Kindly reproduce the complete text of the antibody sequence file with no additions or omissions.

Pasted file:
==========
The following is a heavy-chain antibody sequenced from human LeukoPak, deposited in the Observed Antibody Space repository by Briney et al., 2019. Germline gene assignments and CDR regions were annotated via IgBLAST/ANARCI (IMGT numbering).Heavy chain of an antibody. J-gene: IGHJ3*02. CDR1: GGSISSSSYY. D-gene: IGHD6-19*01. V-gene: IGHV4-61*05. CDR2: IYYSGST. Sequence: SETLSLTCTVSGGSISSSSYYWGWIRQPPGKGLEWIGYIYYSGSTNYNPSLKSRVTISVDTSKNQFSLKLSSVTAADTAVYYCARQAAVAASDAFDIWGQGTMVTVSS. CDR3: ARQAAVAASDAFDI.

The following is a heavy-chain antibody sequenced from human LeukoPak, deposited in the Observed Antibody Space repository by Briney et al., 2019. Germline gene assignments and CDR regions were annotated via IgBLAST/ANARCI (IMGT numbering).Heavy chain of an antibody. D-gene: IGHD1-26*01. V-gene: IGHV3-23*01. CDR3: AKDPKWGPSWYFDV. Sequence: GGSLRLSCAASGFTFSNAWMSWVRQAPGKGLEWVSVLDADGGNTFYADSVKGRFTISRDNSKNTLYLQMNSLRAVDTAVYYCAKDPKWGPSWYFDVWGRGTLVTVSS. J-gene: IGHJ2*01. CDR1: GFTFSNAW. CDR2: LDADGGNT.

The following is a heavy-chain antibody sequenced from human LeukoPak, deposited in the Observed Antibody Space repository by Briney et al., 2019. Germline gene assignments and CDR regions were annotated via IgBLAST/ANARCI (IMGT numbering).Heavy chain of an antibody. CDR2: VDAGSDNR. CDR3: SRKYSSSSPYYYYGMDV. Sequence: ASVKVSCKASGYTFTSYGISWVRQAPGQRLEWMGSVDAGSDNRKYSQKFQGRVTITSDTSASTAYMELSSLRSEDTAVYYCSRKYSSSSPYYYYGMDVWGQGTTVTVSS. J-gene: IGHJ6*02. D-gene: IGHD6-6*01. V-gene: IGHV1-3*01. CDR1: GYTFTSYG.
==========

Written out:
The following is a heavy-chain antibody sequenced from human LeukoPak, deposited in the Observed Antibody Space repository by Briney et al., 2019. Germline gene assignments and CDR regions were annotated via IgBLAST/ANARCI (IMGT numbering).Heavy chain of an antibody. J-gene: IGHJ3*02. CDR1: GGSISSSSYY. D-gene: IGHD6-19*01. V-gene: IGHV4-61*05. CDR2: IYYSGST. Sequence: SETLSLTCTVSGGSISSSSYYWGWIRQPPGKGLEWIGYIYYSGSTNYNPSLKSRVTISVDTSKNQFSLKLSSVTAADTAVYYCARQAAVAASDAFDIWGQGTMVTVSS. CDR3: ARQAAVAASDAFDI.

The following is a heavy-chain antibody sequenced from human LeukoPak, deposited in the Observed Antibody Space repository by Briney et al., 2019. Germline gene assignments and CDR regions were annotated via IgBLAST/ANARCI (IMGT numbering).Heavy chain of an antibody. D-gene: IGHD1-26*01. V-gene: IGHV3-23*01. CDR3: AKDPKWGPSWYFDV. Sequence: GGSLRLSCAASGFTFSNAWMSWVRQAPGKGLEWVSVLDADGGNTFYADSVKGRFTISRDNSKNTLYLQMNSLRAVDTAVYYCAKDPKWGPSWYFDVWGRGTLVTVSS. J-gene: IGHJ2*01. CDR1: GFTFSNAW. CDR2: LDADGGNT.

The following is a heavy-chain antibody sequenced from human LeukoPak, deposited in the Observed Antibody Space repository by Briney et al., 2019. Germline gene assignments and CDR regions were annotated via IgBLAST/ANARCI (IMGT numbering).Heavy chain of an antibody. CDR2: VDAGSDNR. CDR3: SRKYSSSSPYYYYGMDV. Sequence: ASVKVSCKASGYTFTSYGISWVRQAPGQRLEWMGSVDAGSDNRKYSQKFQGRVTITSDTSASTAYMELSSLRSEDTAVYYCSRKYSSSSPYYYYGMDVWGQGTTVTVSS. J-gene: IGHJ6*02. D-gene: IGHD6-6*01. V-gene: IGHV1-3*01. CDR1: GYTFTSYG.